Jenny Odell photoshopped into a bed and breakfast canopy bed, appearing to write in her journal
Jenny Odell leaning against her car. Both she and the car have been photoshopped into a desert area.
Screenshot of forum posts from 2008 in which people discuss trying to visit Area 51. One person asks, If I talk to the cammo dudes will they talk back to me or just kill me? Someone answers, They will probably just ignore you. I got within 10-12 feet of their truck on a hill right by the front gates, and we were waving and saying hey, but they just flipped down their visors and looked at us through binoculars. So, as long as your'e on the right side of the border, there should be minimal carnage.
Jenny Odell photoshopped into Street View of a building being constructed in Phoenix, Arizona
Jenny Odell photoshopped in front of a restaurant called Pita Pit in Arizona. A pitz from the restaurant's website has been photoshopped into her hands and she is pretending to eat it.
Jenny Odell, seen from the back, photoshopped into Street View of a forest in Utah
Street View of a billboard with a businessman smiling and large text that says
Jenny Odell, wearing a backpack and looking ambivalent, photoshopped outside of a compound in a fundamentalist religious area of Utah
Jenny Odell in her car, with a bridge and canyon photoshopped outside the car windows, and Street View of the road photoshopped into the rearview and side mirrors
Jenny Odell and a false shadow photoshopped onto a snowy cliff in Utah
Street View in Boulder, Colorado showing people tubing in a river
Jenny Odell inside the window for a virtual tour of a lounge and bar
Screen shot from a Youtube video of people walking in Denver, overlaid with bright green text that says, Now a Walk and Showing of People
Screen shot from a Youtube video of people walking in Denver
Screen shot from a Youtube video of people walking in Denver
Jenny Odell, standing awkwardly, photoshopped into a barren area of Nebraska
Blurry, zoomed in screenshot of Street View in Lincoln, Nebraska, showing a statue of a man sitting on a bench
A YouTube video showing the same statue of the man on a bench, but closer up and in more detail
Screeshot of Google Maps showing a user-contributed photo of a sign welcoming someone to Missouri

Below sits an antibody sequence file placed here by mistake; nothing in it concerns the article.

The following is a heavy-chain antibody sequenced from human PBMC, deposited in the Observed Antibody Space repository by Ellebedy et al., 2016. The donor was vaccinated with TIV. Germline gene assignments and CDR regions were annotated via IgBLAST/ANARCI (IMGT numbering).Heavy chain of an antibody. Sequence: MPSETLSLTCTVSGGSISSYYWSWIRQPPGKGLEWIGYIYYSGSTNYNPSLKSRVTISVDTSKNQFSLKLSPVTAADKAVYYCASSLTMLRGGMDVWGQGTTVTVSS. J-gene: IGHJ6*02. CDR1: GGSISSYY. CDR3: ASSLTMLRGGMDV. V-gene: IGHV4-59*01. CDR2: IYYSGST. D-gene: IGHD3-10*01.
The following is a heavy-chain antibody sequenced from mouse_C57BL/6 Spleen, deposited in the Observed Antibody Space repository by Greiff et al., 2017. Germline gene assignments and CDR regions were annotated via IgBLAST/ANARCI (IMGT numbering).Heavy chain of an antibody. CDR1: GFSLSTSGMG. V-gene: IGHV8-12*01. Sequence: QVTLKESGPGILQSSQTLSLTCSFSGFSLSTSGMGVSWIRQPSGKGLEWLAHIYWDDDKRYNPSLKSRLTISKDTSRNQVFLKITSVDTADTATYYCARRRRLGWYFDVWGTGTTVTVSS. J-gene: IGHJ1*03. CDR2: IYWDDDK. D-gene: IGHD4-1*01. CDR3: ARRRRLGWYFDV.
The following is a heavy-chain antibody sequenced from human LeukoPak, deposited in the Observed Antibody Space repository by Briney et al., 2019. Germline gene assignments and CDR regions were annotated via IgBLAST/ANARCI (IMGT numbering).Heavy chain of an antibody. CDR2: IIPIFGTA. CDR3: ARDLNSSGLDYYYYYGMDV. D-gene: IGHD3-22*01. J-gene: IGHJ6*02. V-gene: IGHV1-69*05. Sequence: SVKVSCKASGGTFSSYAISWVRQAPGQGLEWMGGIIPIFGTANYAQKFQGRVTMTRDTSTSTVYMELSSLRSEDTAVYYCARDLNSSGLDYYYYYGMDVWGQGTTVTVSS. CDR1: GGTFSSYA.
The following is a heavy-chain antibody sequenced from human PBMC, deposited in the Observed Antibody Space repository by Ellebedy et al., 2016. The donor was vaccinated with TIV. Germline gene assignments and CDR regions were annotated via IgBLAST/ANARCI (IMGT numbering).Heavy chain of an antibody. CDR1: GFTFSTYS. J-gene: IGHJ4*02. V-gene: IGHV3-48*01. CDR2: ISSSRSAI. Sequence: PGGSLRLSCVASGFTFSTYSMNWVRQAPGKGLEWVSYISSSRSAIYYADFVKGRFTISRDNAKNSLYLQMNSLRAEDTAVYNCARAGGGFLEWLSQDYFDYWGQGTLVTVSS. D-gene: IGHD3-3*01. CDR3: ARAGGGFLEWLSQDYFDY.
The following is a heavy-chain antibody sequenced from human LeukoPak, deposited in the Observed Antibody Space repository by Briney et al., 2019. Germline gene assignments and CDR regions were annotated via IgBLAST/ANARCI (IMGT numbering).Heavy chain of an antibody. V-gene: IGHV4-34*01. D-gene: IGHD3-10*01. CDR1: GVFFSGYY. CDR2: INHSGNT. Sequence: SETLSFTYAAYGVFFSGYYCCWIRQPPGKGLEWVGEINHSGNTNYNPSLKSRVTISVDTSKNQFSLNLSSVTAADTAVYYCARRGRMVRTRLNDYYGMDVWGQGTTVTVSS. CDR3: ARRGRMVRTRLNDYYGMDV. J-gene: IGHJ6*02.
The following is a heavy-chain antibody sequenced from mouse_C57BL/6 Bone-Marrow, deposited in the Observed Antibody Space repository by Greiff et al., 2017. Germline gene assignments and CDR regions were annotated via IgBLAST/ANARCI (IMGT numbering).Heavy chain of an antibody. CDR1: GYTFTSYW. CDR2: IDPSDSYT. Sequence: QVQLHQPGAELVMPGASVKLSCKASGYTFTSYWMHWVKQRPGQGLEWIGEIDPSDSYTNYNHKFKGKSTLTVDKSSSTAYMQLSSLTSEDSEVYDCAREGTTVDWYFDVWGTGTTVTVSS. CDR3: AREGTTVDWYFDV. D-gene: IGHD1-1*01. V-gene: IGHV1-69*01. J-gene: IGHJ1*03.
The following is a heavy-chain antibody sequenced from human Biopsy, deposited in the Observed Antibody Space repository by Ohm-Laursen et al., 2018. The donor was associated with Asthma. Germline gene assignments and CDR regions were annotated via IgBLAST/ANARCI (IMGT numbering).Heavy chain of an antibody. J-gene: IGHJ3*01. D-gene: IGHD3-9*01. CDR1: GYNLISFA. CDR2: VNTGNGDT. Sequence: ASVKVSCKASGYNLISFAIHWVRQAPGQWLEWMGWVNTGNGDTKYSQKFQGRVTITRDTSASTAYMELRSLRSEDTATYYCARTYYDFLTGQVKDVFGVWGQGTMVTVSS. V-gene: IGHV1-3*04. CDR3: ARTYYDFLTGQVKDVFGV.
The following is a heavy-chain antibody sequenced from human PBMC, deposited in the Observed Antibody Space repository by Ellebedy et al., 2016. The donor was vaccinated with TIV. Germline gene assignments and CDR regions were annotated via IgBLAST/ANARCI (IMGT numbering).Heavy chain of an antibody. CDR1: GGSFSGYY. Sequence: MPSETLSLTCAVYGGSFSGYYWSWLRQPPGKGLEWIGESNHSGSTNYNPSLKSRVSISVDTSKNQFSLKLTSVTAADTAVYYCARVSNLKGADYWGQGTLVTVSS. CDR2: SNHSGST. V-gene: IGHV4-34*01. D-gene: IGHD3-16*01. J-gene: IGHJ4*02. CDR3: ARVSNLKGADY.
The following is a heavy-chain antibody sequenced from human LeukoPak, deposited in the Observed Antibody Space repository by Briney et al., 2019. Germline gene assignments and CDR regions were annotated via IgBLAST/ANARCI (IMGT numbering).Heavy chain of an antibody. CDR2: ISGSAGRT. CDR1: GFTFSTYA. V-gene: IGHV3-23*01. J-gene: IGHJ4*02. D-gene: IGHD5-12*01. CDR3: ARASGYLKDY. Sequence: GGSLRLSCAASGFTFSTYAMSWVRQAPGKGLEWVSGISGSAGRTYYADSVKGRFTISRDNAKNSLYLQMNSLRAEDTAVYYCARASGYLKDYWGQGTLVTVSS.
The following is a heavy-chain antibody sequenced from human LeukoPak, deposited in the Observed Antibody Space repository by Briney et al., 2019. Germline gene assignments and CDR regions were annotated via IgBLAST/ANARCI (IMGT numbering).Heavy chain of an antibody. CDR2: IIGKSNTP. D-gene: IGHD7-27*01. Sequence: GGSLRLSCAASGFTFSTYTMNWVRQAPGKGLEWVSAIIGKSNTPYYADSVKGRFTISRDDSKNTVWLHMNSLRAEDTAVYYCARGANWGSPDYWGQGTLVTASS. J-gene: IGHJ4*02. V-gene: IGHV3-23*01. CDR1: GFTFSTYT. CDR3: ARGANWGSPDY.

Jenny Odell photoshopped into Street View of Perry State Park in Kansas, with light showing through the trees
Screenshot of a one-star review of Skrivin Hilton Hotel Oklahoma City that abruptly stops midsentence. Its title is: WHO CARES? RIGHT? The rest of it reads: As a 10 year Hilton Honors Reward customer and a dedicated - loyal patron, I have to say that the one thing that chaps me the most in the business world is to leave several messages for a manager and NOT get a return phone call. I can accept a return phone call by the beginning of the following day but
Jenny Odell inside her car, sipping iced coffee, with Street View photoshopped behind the car windows and showing a rural store called Boot Outlet
Screenshot of Google Maps user-contributed photo of a rectangular, cement-lined pond. The photo is titled: Branch Davidian Compound
Jenny Odell photoshopped so that she appears to be sitting at a bar with low light
Jenny Odell with her arms crossed photoshopped in front of Street View of a restaurant called Juan in a Million
People are gathered around an enormous man-shaped mold, filled with steaming dough. They are making the world's largest gingerbread man
Screenshot of the local TV listings in Baton Rouge
Screenshot of a glitch in Street View that makes the whole screen a gradient of pink to white
Jenny Odell, seen from the back, photoshopped at a rock-lined water's edge in Louisiana
Screenshot of Google Street View of the front yard of a house in Florida, where the ground is covered entirely in sand, a For Sale sign blows in the wind, and a trash bin has been knocked over